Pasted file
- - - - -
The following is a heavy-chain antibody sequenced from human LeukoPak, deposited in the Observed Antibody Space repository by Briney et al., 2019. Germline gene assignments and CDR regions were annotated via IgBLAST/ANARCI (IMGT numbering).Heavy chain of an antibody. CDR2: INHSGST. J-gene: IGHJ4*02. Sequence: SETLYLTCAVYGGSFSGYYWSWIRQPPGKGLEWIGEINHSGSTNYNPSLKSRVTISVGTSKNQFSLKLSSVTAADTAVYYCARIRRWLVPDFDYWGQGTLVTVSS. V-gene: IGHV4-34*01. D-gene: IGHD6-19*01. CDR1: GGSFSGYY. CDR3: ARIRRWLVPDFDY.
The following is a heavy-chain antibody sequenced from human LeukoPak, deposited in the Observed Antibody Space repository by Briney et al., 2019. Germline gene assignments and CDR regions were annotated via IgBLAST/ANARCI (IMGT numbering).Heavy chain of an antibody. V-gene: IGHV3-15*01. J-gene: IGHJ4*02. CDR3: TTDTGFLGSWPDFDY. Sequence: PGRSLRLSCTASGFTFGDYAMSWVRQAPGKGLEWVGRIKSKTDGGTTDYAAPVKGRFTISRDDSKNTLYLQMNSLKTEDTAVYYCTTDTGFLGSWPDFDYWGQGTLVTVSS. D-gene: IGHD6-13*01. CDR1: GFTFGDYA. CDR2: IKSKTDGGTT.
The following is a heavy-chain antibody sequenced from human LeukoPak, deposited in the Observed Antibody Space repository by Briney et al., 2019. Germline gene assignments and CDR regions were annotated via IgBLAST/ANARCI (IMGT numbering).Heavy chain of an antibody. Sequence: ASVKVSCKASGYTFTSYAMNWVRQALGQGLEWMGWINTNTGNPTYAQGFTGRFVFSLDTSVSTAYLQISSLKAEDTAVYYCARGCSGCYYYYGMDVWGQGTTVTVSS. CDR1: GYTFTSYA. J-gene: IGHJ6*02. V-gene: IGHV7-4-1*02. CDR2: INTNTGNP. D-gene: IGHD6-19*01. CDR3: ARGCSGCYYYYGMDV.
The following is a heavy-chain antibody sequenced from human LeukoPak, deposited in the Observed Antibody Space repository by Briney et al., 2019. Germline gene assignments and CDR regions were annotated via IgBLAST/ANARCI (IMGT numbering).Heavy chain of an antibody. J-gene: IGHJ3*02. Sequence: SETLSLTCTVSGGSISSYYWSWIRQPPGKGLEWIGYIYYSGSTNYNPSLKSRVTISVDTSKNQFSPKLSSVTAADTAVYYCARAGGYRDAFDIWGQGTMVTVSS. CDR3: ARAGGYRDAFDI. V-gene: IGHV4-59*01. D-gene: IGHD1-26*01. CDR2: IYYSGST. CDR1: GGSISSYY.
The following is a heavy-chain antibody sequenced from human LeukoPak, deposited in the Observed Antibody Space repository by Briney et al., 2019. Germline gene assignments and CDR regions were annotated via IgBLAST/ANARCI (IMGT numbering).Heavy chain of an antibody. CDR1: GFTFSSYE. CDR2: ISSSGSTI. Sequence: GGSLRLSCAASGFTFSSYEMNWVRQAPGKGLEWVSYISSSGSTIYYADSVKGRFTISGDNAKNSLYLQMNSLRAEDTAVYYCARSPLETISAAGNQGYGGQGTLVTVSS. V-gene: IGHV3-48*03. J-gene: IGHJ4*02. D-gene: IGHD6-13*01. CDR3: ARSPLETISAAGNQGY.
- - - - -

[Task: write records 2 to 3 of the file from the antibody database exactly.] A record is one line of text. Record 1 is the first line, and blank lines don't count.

The following is a heavy-chain antibody sequenced from human LeukoPak, deposited in the Observed Antibody Space repository by Briney et al., 2019. Germline gene assignments and CDR regions were annotated via IgBLAST/ANARCI (IMGT numbering).Heavy chain of an antibody. V-gene: IGHV3-15*01. J-gene: IGHJ4*02. CDR3: TTDTGFLGSWPDFDY. Sequence: PGRSLRLSCTASGFTFGDYAMSWVRQAPGKGLEWVGRIKSKTDGGTTDYAAPVKGRFTISRDDSKNTLYLQMNSLKTEDTAVYYCTTDTGFLGSWPDFDYWGQGTLVTVSS. D-gene: IGHD6-13*01. CDR1: GFTFGDYA. CDR2: IKSKTDGGTT.
The following is a heavy-chain antibody sequenced from human LeukoPak, deposited in the Observed Antibody Space repository by Briney et al., 2019. Germline gene assignments and CDR regions were annotated via IgBLAST/ANARCI (IMGT numbering).Heavy chain of an antibody. Sequence: ASVKVSCKASGYTFTSYAMNWVRQALGQGLEWMGWINTNTGNPTYAQGFTGRFVFSLDTSVSTAYLQISSLKAEDTAVYYCARGCSGCYYYYGMDVWGQGTTVTVSS. CDR1: GYTFTSYA. J-gene: IGHJ6*02. V-gene: IGHV7-4-1*02. CDR2: INTNTGNP. D-gene: IGHD6-19*01. CDR3: ARGCSGCYYYYGMDV.